There is only one plausible explanation for President Barack Obama's 11th-hour provocations of Israel and Russia: He is laying the groundwork with Senate Democrats to poison the confirmation well for Trump cabinet nominees. President-elect Donald Trump should take the opportunity thus afforded to drive more nails into the Senate Democratic coffin.
Democratic politicians are still smarting over the beating they took on Election Day. Their first opportunity to repair the damage will come this week, when the Senate begins confirmation hearings for President-elect Trump's cabinet nominees. Senate Democrats and President Obama surely appreciate these hearings for what they are: a genuine shot at redemption.
Among the first Trump nominees to face a Senate committee will be Secretary of State-designate Rex Tillerson, whose confirmation hearing is scheduled for Wednesday. Because the secretary of state position is in the presidential succession, the secretary typically is confirmed by the Senate on the same day as the new president's inauguration, and hearings are therefore held while the lame duck president is still in office. Other hearings scheduled this week focus on Mr. Trump's picks for attorney general, CIA director and secretaries of defense, homeland security, commerce, education, transportation, and housing and urban development.
Does President Obama really care about a two-state solution in Israel? Has he genuinely had it with Vladimir Putin? Don't bet on it. More likely, and transparently, the president is working hard in the days left to him in office to provoke crises and provide ammunition to Senate Democrats preparing to rake Mr. Tillerson and other Trump nominees over the coals. In 2014, President Obama was willing to trade Ukrainian lives and territory for Russian support on the Iran deal. The same president might see a U.N. Security Council resolution hurting Israel as a small price to pay for hurting Donald Trump in the Senate. And therein lies an important opportunity for the Trump team.
Mr. Tillerson will face nearly the same Senate Foreign Relations Committee roster which, in the Congress just ending, shamelessly jettisoned its own constitutional equities on treaty matters and handed President Obama his Iran deal. Democrats on the committee, led by none other than Maryland's Ben Cardin, ought to be held accountable for what they did, or in Mr. Cardin's case, what they did not do to stop Iran's nuclear program. If there is a nominee who is well-equipped to call them out, it is Mr. Tillerson.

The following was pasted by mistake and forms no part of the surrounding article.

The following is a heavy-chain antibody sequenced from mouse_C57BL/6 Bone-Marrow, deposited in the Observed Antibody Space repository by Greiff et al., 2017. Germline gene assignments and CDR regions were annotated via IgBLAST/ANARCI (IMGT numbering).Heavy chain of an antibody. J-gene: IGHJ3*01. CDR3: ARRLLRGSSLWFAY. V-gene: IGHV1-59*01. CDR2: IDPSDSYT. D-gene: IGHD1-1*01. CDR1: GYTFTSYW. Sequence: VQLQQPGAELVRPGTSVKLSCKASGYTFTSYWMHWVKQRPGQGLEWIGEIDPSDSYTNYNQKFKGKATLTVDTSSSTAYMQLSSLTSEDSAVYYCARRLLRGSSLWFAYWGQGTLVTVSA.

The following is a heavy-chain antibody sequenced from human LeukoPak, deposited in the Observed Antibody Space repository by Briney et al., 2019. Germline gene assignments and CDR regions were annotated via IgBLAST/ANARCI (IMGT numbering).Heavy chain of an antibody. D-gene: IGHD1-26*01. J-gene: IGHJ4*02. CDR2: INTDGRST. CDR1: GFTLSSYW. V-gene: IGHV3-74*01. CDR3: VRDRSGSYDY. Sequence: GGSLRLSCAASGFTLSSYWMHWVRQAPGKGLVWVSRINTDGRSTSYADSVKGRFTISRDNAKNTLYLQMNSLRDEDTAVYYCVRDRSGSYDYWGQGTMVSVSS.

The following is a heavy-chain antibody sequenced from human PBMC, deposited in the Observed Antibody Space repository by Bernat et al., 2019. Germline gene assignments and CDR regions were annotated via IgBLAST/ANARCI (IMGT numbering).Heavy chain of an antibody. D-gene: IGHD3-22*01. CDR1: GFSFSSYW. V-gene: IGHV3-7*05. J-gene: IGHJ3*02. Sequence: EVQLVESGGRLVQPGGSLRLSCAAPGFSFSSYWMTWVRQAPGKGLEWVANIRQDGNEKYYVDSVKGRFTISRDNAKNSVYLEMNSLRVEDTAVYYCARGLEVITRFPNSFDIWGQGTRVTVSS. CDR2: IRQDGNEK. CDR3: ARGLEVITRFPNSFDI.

In fact, few serving U.S. senators are as accomplished as Mr. Tillerson or the rest of the Trump cabinet lineup. Conventional wisdom says nominees should approach the Senate reverently, on their knees, like penitents approaching the Basilica at Fatima. They must be deferential and nod gravely in the presence of senators who can barely construct a coherent sentence. But the candidate who threw away the campaign handbook should now consider throwing away the Senate confirmation handbook.
Over the last several weeks, Barack Obama has been working hard to set the stage for a serious Trump-Senate confrontation over cabinet nominees. Messrs. Netanyahu and Putin are bit players. The grand prize for Mr. Obama and Senate Democrats is not solving the Palestine Arab question or cyber-containment of Vladimir Putin. It is political containment of Donald Trump.
Given what they will face in the Senate, Trump nominees should be ready for a fight. In fact, they should consider turning the tables on President Obama and Senate Democrats who are now preparing to burn them at the stake. The American people will support the president's nominees, and if the Senate balks on Trump nominations, there are workarounds to give our new president the cabinet he wants.
At this time, the most important venue for the future of our nation is not the Gaza Strip or the nest of vacationing Russian spies in Queen Anne's County. It is the U.S. Senate, and Trump nominees should come out swinging.
Richard J .Douglas (RichDouglas@hotmail.com) was a U.S. Senate lawyer for five years. He ran for the Senate in Maryland in 2012 and 2016.